In contrast to the financial woes of other banks, Baltimore Bancorp, the parent company of the Bank of Baltimore, eked out slightly improved earnings in the third quarter.
The bank holding company had third quarter net income of $5.02 million, just $2,000 more than earnings for the third quarter in 1989. The earnings per share was 39 cents for both quarters.
However, this quarter's results got a special boost from an extraordinary credit of $1.1 million, which the bank received after repurchasing some long-term bonds, which it bought at a discount on the original amount. The bank had a similar credit of $70,000 in the third quarter of 1989.
Without those extraordinary credits, third quarter net income for the bank would have declined to $3.9 million from $4.9 million.
For the first nine months, the bank holding company had a net income of $15.5 million, or $1.21 per share, compared with $15.7 million, or $1.21 a share, for the same period a year ago.
The bank holding company is the fifth largest banking operation in Maryland with total assets of $3.5 billion as of Sept. 30, down 0.1 percent from a year ago.
jTC Baltimore Bancorp, which is traded on the New York Stock Exchange, closed at $7 a share yesterday, down 12 1/2 cents. The earnings report was released at 5:30 p.m. after the stock market had closed.
Gerald D. Kracke, a spokesman for Baltimore Bancorp, said there was "no particular reason" for releasing the report after normal business hours. "We release it as soon as we get it approved [by the board of directors.]"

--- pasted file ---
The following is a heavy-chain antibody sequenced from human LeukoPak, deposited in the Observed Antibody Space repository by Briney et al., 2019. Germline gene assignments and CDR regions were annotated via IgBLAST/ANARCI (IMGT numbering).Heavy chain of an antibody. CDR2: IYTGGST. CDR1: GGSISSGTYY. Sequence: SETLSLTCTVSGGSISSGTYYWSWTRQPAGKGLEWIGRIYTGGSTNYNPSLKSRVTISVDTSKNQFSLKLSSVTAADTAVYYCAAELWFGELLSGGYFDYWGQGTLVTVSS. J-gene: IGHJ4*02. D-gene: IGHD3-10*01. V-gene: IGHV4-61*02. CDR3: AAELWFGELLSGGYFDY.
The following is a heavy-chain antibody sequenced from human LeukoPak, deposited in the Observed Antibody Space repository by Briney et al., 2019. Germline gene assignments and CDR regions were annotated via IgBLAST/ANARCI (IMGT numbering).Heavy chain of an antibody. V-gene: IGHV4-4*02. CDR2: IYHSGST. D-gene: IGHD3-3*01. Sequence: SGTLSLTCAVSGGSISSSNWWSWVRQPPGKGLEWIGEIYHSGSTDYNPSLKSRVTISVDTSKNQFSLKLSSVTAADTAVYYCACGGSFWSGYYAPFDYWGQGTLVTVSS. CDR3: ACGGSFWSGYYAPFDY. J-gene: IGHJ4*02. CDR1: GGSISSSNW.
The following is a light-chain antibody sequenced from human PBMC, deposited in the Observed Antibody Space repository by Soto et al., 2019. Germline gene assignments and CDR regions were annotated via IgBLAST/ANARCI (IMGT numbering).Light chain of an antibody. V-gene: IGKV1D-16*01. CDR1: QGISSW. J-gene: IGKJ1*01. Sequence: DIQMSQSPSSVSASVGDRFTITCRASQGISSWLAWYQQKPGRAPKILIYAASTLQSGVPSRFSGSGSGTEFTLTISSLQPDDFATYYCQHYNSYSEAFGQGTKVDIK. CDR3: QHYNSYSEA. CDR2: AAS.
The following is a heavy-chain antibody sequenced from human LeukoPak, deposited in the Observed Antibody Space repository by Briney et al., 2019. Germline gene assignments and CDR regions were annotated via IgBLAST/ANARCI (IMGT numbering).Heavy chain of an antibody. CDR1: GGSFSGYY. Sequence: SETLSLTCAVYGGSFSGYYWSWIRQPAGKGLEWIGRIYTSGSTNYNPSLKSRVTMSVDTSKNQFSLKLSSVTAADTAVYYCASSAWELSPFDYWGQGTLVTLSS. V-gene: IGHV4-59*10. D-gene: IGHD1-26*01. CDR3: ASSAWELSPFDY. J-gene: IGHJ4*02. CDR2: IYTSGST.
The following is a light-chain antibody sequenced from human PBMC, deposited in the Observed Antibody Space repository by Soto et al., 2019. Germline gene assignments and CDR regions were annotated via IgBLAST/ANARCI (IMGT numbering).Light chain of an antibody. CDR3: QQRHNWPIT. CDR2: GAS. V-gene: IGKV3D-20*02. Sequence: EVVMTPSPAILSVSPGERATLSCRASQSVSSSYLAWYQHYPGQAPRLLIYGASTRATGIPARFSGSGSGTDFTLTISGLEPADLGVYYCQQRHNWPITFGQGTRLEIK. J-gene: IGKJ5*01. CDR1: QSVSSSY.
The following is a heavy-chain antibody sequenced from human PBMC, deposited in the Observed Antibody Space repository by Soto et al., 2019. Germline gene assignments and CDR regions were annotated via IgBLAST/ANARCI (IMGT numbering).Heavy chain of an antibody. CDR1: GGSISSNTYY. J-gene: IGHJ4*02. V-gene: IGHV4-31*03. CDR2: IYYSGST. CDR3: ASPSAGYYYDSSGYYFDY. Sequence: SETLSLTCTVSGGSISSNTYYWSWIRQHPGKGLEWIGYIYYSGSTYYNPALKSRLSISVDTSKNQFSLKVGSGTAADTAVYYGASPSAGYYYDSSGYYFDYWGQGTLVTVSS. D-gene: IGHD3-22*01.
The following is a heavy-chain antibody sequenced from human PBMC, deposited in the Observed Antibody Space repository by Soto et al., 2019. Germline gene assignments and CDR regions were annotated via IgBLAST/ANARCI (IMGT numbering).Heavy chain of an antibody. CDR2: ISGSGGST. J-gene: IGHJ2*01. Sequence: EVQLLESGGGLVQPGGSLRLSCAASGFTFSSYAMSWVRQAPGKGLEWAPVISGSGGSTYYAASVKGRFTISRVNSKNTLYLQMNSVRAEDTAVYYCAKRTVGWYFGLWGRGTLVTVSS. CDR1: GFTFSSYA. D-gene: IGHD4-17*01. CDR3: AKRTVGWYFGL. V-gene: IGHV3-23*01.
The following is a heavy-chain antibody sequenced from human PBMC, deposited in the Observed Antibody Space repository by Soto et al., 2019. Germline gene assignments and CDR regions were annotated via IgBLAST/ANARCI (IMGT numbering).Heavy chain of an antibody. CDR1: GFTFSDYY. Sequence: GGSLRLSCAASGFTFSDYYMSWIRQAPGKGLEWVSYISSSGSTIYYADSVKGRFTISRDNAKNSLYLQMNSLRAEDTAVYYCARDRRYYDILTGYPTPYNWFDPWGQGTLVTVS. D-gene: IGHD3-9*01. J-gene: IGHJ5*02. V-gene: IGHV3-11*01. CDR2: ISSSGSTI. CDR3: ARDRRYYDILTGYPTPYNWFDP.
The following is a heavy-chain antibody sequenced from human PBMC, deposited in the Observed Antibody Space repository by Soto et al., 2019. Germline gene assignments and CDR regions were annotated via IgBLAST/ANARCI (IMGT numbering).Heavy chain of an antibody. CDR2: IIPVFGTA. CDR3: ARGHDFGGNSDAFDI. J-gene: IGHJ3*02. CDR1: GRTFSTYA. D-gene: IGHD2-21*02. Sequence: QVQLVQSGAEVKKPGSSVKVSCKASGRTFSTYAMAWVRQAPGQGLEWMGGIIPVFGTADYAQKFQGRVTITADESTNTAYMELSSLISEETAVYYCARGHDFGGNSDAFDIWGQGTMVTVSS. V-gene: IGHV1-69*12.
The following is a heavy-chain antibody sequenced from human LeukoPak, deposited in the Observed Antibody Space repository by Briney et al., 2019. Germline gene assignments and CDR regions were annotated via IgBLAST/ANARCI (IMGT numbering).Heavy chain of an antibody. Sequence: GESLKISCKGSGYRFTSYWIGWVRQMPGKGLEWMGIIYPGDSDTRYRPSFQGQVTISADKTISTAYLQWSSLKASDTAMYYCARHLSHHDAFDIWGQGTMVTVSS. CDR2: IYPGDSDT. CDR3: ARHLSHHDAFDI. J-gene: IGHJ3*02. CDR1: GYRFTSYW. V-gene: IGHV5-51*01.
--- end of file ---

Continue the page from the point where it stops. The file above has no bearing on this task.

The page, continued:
Kracke said the bank has been not examined by regulators since March when the Federal Deposit Insurance Corp. did an inspection.
The bank holding company has been the object of a takeover bid by First Maryland Bancorp, the state's second largest banking operation and the parent company of First National Bank of Maryland.
In April, First Maryland, which is owned by Allied Irish Banks PLC of Dublin, Ireland, offered $17 a share, or a total of $217 million, for Baltimore Bancorp.
But Baltimore Bancorp's directors rejected the offer on May 16 over the vocal opposition of some shareholders. Though there has been little activity lately, First Maryland officials have said the offer still stands.
In a press release, Harry L. Robinson, chairman and chief executive officer of Baltimore Bancorp, attributed the earnings to gains in net interest margins, significant growth in other operating income from fees and mortgage banking operations and continued low levels of net credit losses.
A drop in investment gains was compensated by the extraordinary credit from the purchase of the debt, Robinson said.
As of Sept. 30, non-performing loans were 0.81 percent of total loans compared with 0.65 percent a year ago. Net loan charge-offs on an annualized basis were 0.23 percent of average loans versus 0.19 percent in the third quarter of 1989.